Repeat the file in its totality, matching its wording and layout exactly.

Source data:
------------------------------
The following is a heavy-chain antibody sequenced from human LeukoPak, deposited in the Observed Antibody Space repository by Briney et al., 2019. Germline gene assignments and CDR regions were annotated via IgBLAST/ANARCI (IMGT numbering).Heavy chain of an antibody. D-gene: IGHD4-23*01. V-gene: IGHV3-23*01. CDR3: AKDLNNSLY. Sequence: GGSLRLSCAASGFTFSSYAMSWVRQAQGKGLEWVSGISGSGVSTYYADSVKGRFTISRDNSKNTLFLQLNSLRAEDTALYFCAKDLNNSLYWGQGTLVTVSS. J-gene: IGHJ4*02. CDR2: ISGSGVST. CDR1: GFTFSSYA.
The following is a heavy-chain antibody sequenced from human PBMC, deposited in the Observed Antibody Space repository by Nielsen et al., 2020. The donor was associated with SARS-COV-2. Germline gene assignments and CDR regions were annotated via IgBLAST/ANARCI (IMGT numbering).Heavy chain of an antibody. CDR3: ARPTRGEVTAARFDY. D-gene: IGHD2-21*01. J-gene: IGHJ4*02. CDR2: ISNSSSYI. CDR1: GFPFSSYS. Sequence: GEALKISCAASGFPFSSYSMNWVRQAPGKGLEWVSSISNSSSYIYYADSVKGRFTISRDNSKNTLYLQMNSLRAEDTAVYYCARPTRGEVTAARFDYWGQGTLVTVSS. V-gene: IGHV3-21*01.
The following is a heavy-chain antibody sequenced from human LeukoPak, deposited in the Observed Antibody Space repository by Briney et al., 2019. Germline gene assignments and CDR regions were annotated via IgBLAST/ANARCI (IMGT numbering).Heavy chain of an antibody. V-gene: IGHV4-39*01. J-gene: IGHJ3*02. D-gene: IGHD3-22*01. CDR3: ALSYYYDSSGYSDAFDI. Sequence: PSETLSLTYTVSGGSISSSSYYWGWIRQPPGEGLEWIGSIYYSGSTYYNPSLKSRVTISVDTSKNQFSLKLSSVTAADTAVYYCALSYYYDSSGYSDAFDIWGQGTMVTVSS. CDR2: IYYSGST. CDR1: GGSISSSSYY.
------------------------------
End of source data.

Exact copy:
The following is a heavy-chain antibody sequenced from human LeukoPak, deposited in the Observed Antibody Space repository by Briney et al., 2019. Germline gene assignments and CDR regions were annotated via IgBLAST/ANARCI (IMGT numbering).Heavy chain of an antibody. D-gene: IGHD4-23*01. V-gene: IGHV3-23*01. CDR3: AKDLNNSLY. Sequence: GGSLRLSCAASGFTFSSYAMSWVRQAQGKGLEWVSGISGSGVSTYYADSVKGRFTISRDNSKNTLFLQLNSLRAEDTALYFCAKDLNNSLYWGQGTLVTVSS. J-gene: IGHJ4*02. CDR2: ISGSGVST. CDR1: GFTFSSYA.
The following is a heavy-chain antibody sequenced from human PBMC, deposited in the Observed Antibody Space repository by Nielsen et al., 2020. The donor was associated with SARS-COV-2. Germline gene assignments and CDR regions were annotated via IgBLAST/ANARCI (IMGT numbering).Heavy chain of an antibody. CDR3: ARPTRGEVTAARFDY. D-gene: IGHD2-21*01. J-gene: IGHJ4*02. CDR2: ISNSSSYI. CDR1: GFPFSSYS. Sequence: GEALKISCAASGFPFSSYSMNWVRQAPGKGLEWVSSISNSSSYIYYADSVKGRFTISRDNSKNTLYLQMNSLRAEDTAVYYCARPTRGEVTAARFDYWGQGTLVTVSS. V-gene: IGHV3-21*01.
The following is a heavy-chain antibody sequenced from human LeukoPak, deposited in the Observed Antibody Space repository by Briney et al., 2019. Germline gene assignments and CDR regions were annotated via IgBLAST/ANARCI (IMGT numbering).Heavy chain of an antibody. V-gene: IGHV4-39*01. J-gene: IGHJ3*02. D-gene: IGHD3-22*01. CDR3: ALSYYYDSSGYSDAFDI. Sequence: PSETLSLTYTVSGGSISSSSYYWGWIRQPPGEGLEWIGSIYYSGSTYYNPSLKSRVTISVDTSKNQFSLKLSSVTAADTAVYYCALSYYYDSSGYSDAFDIWGQGTMVTVSS. CDR2: IYYSGST. CDR1: GGSISSSSYY.